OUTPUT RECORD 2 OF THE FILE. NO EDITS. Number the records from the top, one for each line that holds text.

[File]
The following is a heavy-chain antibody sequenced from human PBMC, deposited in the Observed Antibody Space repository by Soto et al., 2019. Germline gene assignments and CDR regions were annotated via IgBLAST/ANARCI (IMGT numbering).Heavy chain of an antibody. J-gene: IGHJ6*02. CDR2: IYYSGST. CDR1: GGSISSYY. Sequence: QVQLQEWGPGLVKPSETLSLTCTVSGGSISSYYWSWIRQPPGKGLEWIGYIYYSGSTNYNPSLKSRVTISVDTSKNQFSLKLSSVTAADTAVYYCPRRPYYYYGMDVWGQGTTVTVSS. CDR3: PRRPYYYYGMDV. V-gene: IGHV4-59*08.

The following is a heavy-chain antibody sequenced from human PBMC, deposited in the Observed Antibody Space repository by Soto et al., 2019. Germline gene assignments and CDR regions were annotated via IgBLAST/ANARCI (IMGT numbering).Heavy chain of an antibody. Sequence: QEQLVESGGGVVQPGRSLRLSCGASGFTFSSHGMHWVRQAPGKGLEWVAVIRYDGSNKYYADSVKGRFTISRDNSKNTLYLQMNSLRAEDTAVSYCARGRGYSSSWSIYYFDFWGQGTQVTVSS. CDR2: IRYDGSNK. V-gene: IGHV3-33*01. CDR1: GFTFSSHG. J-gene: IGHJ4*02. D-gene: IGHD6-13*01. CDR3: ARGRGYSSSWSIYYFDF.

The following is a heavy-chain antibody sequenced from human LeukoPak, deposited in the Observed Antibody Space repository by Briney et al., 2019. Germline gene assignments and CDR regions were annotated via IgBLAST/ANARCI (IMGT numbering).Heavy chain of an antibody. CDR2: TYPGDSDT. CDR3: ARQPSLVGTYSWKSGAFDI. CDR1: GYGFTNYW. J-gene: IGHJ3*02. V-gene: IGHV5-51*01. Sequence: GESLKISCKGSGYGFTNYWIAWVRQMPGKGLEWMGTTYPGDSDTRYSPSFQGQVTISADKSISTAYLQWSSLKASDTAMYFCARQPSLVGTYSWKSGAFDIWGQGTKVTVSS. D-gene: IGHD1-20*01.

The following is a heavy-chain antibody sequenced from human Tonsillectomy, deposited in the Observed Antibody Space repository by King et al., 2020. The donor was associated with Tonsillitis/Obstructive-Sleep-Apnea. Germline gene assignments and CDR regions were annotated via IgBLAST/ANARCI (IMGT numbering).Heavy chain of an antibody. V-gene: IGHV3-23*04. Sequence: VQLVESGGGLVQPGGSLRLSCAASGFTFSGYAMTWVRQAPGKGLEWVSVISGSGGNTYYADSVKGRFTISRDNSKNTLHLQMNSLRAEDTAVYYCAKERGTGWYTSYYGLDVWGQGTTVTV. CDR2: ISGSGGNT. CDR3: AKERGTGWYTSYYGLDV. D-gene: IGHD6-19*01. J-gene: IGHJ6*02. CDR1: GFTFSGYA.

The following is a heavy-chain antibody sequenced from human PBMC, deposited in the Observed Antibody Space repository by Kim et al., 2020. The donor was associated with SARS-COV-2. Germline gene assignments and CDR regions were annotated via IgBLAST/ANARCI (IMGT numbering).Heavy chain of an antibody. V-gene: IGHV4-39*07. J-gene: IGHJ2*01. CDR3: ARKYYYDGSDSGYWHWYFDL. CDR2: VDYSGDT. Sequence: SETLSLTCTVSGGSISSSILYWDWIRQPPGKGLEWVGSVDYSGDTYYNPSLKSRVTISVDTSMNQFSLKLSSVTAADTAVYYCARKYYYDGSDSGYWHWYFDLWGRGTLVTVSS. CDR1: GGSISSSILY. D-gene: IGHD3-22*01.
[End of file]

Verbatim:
The following is a heavy-chain antibody sequenced from human PBMC, deposited in the Observed Antibody Space repository by Soto et al., 2019. Germline gene assignments and CDR regions were annotated via IgBLAST/ANARCI (IMGT numbering).Heavy chain of an antibody. Sequence: QEQLVESGGGVVQPGRSLRLSCGASGFTFSSHGMHWVRQAPGKGLEWVAVIRYDGSNKYYADSVKGRFTISRDNSKNTLYLQMNSLRAEDTAVSYCARGRGYSSSWSIYYFDFWGQGTQVTVSS. CDR2: IRYDGSNK. V-gene: IGHV3-33*01. CDR1: GFTFSSHG. J-gene: IGHJ4*02. D-gene: IGHD6-13*01. CDR3: ARGRGYSSSWSIYYFDF.